Data Visualisation

Software is making it easier to create data visualisations that are interactive and can be shared via the web. For example, we can create maps with ArcGIS and QGIS, representations of networks with Gephi, interactive models of complex systems with NetLogo, 3D renderings of large datasets with Blender, statistical insights with RStudio and Shiny, and script libraries such as D3.js.

In this category of OxTALENT we look for visualisations that tell a story, provide an insight, make the complex simple or illustrate a beautiful pattern in a data set.

Winner: Dr Alfie Abdul-Rahman for Poetry Visualization on the Web

DataVis - W - image-2 croppedThe close reading of poetry was a novel area of study for the judges, concerning as it does the analysis of individual poetic features of a poem. Dr Alfie Abdul-Rahman created a stunning visualisation tool, Poem Viewer, which allows users to explore 26 poetic attributes from individual word assonance to vowel position. Despite the multi-dimensional nature of the data visualised, the interface has clearly been designed with the user in mind. The judges were very impressed by the ease of use of the tool despite its high information density and by the thorough documentation of the evolution of the tool (and visualisation designs) through the publications section of the Poem Viewer. It’s rewarding to see the use of interactive visualisation tools in unexpected disciplines, and this was definitely a worthy winner of the visualisation category.

Joint Runner-up: David Ruvolo for Airport Security

ruvoloDavid created a very clean and stylish interactive report on air marshal misconduct in the USA. The judges particularly appreciated the attention to detail (and impartiality) of the visualisation, and David’s release of the source code available via GitHub so that others can learn how to build these interactive visualisations with R and Shiny. Unfortunately as this is a very recently developed report it wasn’t possible to measure the impact or engagement of the visualisation.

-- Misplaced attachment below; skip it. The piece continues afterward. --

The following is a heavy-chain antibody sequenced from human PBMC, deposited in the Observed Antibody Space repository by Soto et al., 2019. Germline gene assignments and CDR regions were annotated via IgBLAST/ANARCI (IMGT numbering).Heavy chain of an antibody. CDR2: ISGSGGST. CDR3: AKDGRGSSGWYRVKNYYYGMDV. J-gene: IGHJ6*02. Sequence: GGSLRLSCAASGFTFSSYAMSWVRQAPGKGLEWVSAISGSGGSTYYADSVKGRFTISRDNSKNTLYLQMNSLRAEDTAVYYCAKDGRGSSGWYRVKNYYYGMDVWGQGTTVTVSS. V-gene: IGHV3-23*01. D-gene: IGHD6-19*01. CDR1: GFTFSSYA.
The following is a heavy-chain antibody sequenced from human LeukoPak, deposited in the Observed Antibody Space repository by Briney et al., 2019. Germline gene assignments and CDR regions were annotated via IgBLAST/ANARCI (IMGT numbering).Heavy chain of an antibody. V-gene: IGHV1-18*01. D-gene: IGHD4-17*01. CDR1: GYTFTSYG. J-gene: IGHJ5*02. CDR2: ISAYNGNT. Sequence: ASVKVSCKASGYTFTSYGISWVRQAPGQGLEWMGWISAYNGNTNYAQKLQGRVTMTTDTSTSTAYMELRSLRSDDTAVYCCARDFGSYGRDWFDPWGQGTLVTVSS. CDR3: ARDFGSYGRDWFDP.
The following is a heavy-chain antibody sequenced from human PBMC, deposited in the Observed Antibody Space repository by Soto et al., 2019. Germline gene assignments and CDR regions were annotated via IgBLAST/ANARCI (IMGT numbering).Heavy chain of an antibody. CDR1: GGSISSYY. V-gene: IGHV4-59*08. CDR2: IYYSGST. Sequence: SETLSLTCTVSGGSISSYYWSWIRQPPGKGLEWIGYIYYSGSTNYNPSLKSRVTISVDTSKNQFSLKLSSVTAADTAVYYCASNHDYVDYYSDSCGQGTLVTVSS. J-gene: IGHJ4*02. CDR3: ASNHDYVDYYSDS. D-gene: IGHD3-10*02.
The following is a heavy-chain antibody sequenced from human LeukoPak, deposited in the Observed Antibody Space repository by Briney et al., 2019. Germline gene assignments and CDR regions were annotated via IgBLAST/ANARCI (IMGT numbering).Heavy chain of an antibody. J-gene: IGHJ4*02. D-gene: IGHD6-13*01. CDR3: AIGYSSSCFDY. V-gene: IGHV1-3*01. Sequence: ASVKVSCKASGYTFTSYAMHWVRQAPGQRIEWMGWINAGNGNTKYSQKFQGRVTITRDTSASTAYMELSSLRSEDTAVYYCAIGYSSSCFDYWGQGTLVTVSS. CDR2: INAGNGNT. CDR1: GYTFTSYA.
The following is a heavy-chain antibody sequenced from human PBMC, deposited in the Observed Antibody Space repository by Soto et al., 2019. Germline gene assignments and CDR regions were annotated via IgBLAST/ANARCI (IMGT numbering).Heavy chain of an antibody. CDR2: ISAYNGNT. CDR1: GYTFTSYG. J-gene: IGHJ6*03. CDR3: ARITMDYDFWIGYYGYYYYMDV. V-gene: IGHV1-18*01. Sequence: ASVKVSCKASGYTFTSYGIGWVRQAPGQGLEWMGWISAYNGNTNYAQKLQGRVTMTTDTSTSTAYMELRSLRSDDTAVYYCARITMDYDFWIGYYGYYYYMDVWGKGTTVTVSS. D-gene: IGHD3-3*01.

Joint Runner-up: Robert McNeil for Explained: EU Migration to the UK

MigrationObservatory copyRobert McNeil produced a very informative video on EU migration to the UK with a view to the potential outcome of the forthcoming EU referendum. The video was extremely professional and designed to communicate bite-sized and balanced pieces of information to the audience, which the judges particularly appreciated. While videos do tell a story through visuals, the judges felt that the underlying data of the visualisations is difficult to interrogate and understand separately to the narrative provided by the narrator: hence the nomination for runner-up.

Honourable Mention: Raphael Leung for Oklahoma Demographics for Determining Lifeline Broadband Subsidiesraphael-leung

Raphael Leung submitted an entry visualising legislative changes in the allocation of broadband subsidies for low-income families in Oklahoma, developed using the R language. One of the judges contacted Raphael suggesting that he investigate the use of Shiny to convert static maps into interactive cartograms in the future. With only three days until the competition deadline, Raphael resubmitted his entry with a well-designed interactive cartogram allowing users to more easily understand the changing impact of the broadband lifeline subsidy on Oklahomans. The judges felt that the effort and aptitude that Raphael demonstrated in learning new visualising tools was more than worthy of an honorary mention.

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